Nestled between the tranquil Still River that runs into the Housatonic River and Lovers Leap State Park sits a 48-acre paradise that many townspeople call “a little slice of heaven.”
While driving up the long, narrow entrance road leading into the heart of Harrybrooke Park, at 100 Still River Road, one can see it’s a majestic and peaceful place.
Along the first quarter-mile path, mature trees – like sycamores, red maples and white pines – grace the property. To the right, a winding river and the first of three breathtaking waterfalls.
Farther up are two large pavilions, a pond with two fountains and inviting picnic areas.
Park benches line a large open space near the three-quarter mile trail – ideal for leisurely walks, biking and jogging.
Harrybrooke is home to two Red Tail Hawk families, and 100-year-old turtles relax near the water. Foxes, rabbits, deer and herons are in abundance.
Open year-round, Harrybrooke Park attracts over 2,000 visitors on a warm, sunny day.
However, the “precious gem within this gem,” is an expansive, early 1940s Cabana-style mansion that overlooks the rushing waterfall rapids.
Frank Acheson Harden, a wealthy industrialist – built with his father – “the world’s largest Irish linen and handkerchief factory in New Jersey.”
He chose the property because of the waterfalls that reminded him of the 1,400-acre family estate in Northern Ireland called, “Harrybrook.”
The mansion, built by H&H Taylor and Sons (1941 to 1943), was designed as a country weekend home for his wife, Elizabeth Geraghty Harden.
The couple exchanged vows on top of the hill, near the pavilion, on June 15, 1943.
Having no children of their own, Frank Harden set up a private non-profit and “gave the greatest gift the town has ever received,” said state rep Bill Buckbee, R-New Milford, the park’s executive director.
“When Frank passed in 1965, one year after Elizabeth, he left the estate ‘to the people of the Town of New Milford.’ This was such an unbelievably philanthropic thought and ties into the sense of giving and generosity,” he added.
Buckbee, who lives on the property in a small apartment, gives guided tours and a history lesson. “So much of the history has been forgotten or never learned. To me, it’s fascinating to piece it all together. I think we owe it to Frank and Elizabeth Harden to know their story.”
The maid and butler’s son, a great nephew and a great niece shared stories with Buckbee, who’s writing a book. “Frank was smart as a whip and didn’t flash his cash. He was very politically savvy and business savvy, too. He had dry Irish whit and was very devoted to family. He once said, ‘you don’t need a college degree. If you have drive and common sense, you’ll go far.’ He did.”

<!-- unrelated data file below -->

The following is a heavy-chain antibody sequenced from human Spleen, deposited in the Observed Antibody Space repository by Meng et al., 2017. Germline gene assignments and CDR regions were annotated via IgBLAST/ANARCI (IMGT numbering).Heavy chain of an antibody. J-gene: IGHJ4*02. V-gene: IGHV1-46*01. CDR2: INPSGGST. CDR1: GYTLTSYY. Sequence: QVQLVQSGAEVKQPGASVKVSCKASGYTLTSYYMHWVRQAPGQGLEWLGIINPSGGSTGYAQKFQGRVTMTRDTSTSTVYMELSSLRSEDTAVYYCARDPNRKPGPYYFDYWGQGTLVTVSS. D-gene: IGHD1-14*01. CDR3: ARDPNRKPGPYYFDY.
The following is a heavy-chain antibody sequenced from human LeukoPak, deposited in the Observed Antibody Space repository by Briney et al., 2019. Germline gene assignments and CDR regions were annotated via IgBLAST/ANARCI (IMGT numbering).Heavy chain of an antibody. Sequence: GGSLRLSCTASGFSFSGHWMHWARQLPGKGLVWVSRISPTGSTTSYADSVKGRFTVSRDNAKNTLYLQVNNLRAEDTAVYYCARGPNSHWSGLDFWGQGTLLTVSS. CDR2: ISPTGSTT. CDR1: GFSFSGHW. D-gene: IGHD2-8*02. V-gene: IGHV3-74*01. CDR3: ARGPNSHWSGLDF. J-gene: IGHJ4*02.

Frank Harden was a confirmed bachelor, so many people thought. “Elizabeth tamed him. She was a beauty and modeled for Bergdorf-Goodman. Her upbringing was modest, and she loved children. They were inseparable,” added Buckbee.
Time stands still inside the romantic couple’s elegant estate and it feels like they were just there.
All of the furnishings and valuable collections are original to the home.
The library holds a treasure-trove of books, including a first edition of Gone with the Wind. A stunning oil painting of Elizabeth Harden appears at the mantel’s center, and family portraits hang on every wall.
Imagine the couple intimately entertaining famous local friends like Arthur Miller and Marilyn Monroe, who lived in Roxbury, and New York City society.
The grand parlor showcases amazing works of art, like a James Gale Tyler (1855 – 1931) painting of a clipper ship as the centerpiece. There are over 130 paintings in the collection.
A Waterford crystal chandelier, one of three in the home, glistens in the stylish dining room. Sparkling ruby and cranberry glass from Ireland and Paris were used daily at mealtimes.
The inviting sunroom, overlooking the waterfall, was the couple’s favorite room. Mr. Harden always enjoyed smoking a good cigar or pipe in his favorite chair.
All of the rooms are filled with personal belongings like Mr. Harden’s collection of shaving mugs, radios, and LL Bean “Duck Hunter” pants.
Mrs. Harden enjoyed collecting figurines and had a fondness for portrait paintings of children and ordinary people.
Frank Harden set up a trust that a small board of managers oversee, worth $14 million today. It takes $600,000 a year to run Harrybrooke. Grants and donations pay for major repairs.
Approximately 300 volunteers dedicate over 10,000 community service hours a year, and there are four employees.
Weddings and large public events are growth areas. “The money goes back into the park. We also organize several other events with other local non-profits,” shared Buckbee.
As for what’s new, “Mr. and Mrs. Harden loved birds of all kinds. We haven’t had peacocks here in 30 years. We just brought them back,” he said.
A new kayak launch on Still River will also open this summer.
SAVE THE DATE
June 16: 1st Annual “Who’s Your Daddy?” Grilling Competition, 11 a.m. start time
July 20: 3rd Annual “Hog Wild Hustle” – a 21-obstacle course throughout the park, 10 a.m. start time
July 28: 3rd Annual “The Big Jeep Thing” – a car show and mud pit rock garden, 10 a.m. start time
For upcoming art shows and wine, beer and scotch tastings visit: www.HarrybrookePark.org
HOURS OF OPERATION
The park is open 365 days a year, “from sun up to sun down.” The Harden Home is open “by appointment or by chance.”
This feature by Alicia Sakal originally appeared in the May 26, 2019 Summer Lifestyles seasonal magazine for Republican-American. This daily regional newspaper covers 36 towns and cities in Litchfield County and Greater Waterbury, Connecticut.
Photos: Alicia Sakal / Map: Contributed
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